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Franchisees revolt against McDonald’s growing fees

The company’s battle with its owners highlights franchisors’ secondary fees and charges for its operators, a common franchising flashpoint.
Photograph by Jonathan Maze

Relations between McDonald’s and its franchisees had been at a high point in recent months, buoyed by numerous post-pandemic moves and a marketing machine that generated strong sales and cash flows for the owners.

That changed with a single email last week. Leadership for the chain’s U.S. market told operators that they would be paying higher charges for technology and a tuition program and that a decades-old Happy Meal subsidy would end. The technology fees would be temporary.

The new charges would amount to just over $12,000 per location, an estimated $170 million for all U.S. operators. It led to an uproar rare in its vociferousness—hundreds of franchisees attended a meeting of the National Owners Association on Sunday and pushed back against the company at an internal meeting between franchisees and the U.S. leadership on Monday. It also generated some pointed criticisms of executives from an internal franchisee leadership group.

“These decisions do not represent a winning brand on the doorstep of a very ambitious year,” the leadership group, the National Franchisee Leadership Alliance, told operators in an email last week, a copy of which was obtained by Restaurant Business.

Though the charges may seem small, they speak to one of the biggest flashpoints in the franchising world—the bevy of charges and requirements franchisors make on their operators—as well as the sense from some operators that they’re not quite the independent business owners they thought they were.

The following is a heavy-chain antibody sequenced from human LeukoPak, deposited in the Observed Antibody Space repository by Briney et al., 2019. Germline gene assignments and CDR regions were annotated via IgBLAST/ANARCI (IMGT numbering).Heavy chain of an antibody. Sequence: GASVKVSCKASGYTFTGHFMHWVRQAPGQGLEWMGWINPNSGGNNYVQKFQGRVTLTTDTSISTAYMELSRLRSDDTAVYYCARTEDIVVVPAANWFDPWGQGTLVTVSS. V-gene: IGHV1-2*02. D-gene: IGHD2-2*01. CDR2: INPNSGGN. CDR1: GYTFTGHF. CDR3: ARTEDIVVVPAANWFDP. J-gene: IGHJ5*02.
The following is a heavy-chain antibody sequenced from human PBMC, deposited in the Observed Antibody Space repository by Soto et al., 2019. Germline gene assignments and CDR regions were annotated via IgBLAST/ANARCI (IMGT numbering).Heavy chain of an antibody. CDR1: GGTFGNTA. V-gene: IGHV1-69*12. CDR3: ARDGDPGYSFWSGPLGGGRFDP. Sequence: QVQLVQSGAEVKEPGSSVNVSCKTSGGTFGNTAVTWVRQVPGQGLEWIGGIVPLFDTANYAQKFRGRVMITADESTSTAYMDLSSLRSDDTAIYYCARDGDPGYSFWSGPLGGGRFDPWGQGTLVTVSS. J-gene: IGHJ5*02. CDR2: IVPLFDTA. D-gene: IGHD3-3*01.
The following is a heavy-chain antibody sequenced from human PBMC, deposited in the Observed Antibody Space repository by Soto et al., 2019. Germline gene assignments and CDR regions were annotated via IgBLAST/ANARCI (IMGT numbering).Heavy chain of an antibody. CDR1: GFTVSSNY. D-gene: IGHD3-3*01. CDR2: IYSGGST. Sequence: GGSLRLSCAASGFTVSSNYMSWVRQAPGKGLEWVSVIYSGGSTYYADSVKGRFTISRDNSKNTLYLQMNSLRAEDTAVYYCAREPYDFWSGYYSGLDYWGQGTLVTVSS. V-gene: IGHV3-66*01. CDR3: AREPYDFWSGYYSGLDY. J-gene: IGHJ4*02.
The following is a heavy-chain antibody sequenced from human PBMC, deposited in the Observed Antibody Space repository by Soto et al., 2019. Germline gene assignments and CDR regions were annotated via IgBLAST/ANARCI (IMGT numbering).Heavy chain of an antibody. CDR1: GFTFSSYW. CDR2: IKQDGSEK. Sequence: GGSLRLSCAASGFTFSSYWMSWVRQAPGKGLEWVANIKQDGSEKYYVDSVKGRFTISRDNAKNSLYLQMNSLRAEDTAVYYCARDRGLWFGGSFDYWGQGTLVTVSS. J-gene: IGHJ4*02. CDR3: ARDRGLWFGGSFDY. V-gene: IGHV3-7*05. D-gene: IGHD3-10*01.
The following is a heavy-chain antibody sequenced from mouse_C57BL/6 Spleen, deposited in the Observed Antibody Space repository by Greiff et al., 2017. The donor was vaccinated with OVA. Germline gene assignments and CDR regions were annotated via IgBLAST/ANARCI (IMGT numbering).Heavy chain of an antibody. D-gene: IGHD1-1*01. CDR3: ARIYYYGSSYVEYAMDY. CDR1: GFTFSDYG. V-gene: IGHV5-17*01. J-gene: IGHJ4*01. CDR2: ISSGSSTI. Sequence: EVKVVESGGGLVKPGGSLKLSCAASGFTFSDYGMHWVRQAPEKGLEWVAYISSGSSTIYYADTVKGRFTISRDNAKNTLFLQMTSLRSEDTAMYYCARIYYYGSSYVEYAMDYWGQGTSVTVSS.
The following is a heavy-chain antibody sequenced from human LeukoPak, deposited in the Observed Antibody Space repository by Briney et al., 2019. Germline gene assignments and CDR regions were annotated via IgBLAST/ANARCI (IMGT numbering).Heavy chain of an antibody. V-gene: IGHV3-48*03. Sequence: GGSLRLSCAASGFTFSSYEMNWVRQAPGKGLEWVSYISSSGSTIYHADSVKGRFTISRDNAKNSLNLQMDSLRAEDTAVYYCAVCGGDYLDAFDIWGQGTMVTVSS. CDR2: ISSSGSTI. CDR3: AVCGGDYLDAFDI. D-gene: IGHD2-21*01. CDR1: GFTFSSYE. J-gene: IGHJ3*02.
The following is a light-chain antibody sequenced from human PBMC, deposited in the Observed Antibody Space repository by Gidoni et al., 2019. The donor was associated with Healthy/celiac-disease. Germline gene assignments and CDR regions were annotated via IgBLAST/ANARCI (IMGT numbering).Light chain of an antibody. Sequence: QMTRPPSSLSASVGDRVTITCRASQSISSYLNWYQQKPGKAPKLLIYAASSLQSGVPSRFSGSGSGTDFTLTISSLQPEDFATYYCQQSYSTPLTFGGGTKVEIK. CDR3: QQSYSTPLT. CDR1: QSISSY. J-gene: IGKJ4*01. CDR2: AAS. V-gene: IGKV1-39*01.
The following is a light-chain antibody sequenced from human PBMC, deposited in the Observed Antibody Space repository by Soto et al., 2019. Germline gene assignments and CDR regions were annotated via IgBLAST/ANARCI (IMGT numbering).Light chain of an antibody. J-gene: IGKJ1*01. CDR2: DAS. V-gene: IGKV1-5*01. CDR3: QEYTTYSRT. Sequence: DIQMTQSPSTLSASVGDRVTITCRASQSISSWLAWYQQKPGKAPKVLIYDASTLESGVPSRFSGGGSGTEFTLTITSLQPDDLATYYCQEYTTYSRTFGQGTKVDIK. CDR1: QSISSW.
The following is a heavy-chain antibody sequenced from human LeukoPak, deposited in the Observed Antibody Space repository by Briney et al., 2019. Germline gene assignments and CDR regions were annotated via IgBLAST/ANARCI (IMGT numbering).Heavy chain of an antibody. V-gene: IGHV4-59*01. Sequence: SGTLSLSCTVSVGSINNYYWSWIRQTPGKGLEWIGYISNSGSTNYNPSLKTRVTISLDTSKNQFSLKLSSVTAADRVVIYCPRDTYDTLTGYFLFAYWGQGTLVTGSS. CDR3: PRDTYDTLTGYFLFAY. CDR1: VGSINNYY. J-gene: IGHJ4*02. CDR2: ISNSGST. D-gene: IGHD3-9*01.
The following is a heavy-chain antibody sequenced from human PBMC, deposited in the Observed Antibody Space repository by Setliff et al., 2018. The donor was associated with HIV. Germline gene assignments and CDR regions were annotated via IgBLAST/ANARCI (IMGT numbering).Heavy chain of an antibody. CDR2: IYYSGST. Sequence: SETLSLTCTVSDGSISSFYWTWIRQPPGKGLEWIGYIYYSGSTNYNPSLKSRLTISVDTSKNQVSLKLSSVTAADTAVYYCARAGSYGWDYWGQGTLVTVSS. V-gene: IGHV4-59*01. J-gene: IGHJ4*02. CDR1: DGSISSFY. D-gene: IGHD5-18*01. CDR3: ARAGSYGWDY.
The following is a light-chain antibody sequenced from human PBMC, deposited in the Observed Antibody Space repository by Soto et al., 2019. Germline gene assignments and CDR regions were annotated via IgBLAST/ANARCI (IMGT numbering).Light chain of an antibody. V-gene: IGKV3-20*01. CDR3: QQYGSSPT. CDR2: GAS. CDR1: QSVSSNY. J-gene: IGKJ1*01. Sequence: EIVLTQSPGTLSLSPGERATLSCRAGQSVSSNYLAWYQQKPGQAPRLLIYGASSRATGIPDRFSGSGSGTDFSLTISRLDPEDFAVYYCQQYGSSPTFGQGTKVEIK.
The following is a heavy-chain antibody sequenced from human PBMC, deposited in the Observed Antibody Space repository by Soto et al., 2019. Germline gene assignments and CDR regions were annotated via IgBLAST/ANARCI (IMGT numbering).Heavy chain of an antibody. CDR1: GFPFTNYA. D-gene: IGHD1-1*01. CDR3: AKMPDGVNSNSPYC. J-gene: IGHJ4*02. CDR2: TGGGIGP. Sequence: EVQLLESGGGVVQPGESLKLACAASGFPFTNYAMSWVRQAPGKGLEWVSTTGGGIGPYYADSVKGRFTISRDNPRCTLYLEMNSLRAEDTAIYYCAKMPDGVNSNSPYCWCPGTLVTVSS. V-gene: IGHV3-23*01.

Ripe for conflict

Rather than sell hamburgers or tacos, franchisors sell the right to operate their brand for a cut of the sales—though in McDonald’s case, most of its charges are for rent, which is calculated as a percentage of sales. Franchisees also typically pay into a marketing fund.

Franchisees also agree to abide by certain rules to ensure the brand is operating consistently from one location to the other. It’s in these rules where some of the charges can come from. For instance, a company may want all of its restaurants to have Wi-Fi service in the lobby. It then requires each operator to provide that service, oftentimes dictating what company they can use.

Mostly, these fees and charges pit a franchisor’s desire to keep its brand moving forward against a franchisee’s desire to earn a profit and operate like an independent business. An independent operator may or may not add Wi-Fi to their restaurant. The franchisee has little choice. As these requirements creep up, disputes flare up as franchisees push back.